As I discussed in Situational Assessment: 2017, I assign a significant portion of the surprising victory of the Trump Insurgency to the fact that the transfer of power from broadcast to digital has crossed the tipping point.

It is this technological transition that leads me to the conclusion that while the Blue Church (and its allies in the Deep State and the Establishment) can certainly struggle and hold for a while, their day is done. The climate is changing and they must adapt or die.

And then there is the question of complexity. The Blue Church emerged in response to the explosion of complexity of the 20th Century and the capacity of mass media to form a control structure that was adequate to that complexity.

It worked. But the 20th Century didn’t stand still. In fact, it accelerated. In the face of this ongoing acceleration, the Blue Church control structure is no longer adequate. The level of complexity of the 21st Century is simply outside of the control capacity that is possible within the form of the Blue Church. Unless we abandon the Church and move to a new approach, our race into the future will be increasingly out of control.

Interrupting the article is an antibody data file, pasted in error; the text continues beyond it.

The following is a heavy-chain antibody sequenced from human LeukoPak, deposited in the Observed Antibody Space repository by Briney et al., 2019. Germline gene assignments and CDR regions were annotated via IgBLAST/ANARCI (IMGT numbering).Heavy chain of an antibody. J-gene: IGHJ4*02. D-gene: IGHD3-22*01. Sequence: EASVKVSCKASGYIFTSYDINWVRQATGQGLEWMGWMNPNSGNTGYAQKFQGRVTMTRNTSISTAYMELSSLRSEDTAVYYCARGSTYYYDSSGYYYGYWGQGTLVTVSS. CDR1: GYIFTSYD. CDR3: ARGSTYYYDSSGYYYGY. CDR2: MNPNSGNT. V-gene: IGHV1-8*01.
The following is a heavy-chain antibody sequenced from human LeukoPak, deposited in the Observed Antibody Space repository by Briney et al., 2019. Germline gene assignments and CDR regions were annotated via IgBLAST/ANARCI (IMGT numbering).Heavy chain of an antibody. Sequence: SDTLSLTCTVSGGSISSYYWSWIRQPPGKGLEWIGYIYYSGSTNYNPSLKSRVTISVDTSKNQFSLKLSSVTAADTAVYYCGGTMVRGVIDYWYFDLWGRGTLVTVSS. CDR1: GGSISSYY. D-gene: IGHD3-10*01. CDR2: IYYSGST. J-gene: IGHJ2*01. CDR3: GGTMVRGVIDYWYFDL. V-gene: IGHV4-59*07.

However, and this is a profoundly important point, we currently know of no form of control structure that is adequate — even in principle.

  1. Our entire approach to managing complex systems like our environment is flawed. Until the late 20th Century we could get away with this flaw because we weren’t powerful enough to matter. This has changed and as Joe Brewer has been writing about beautifully, we need to level up quickly. We need to switch from trying to manage complex systems with complicated control structures and invent entirely new techniques for intrinsically up regulating the complex systems that make up our natural world. We don’t yet know how to do this.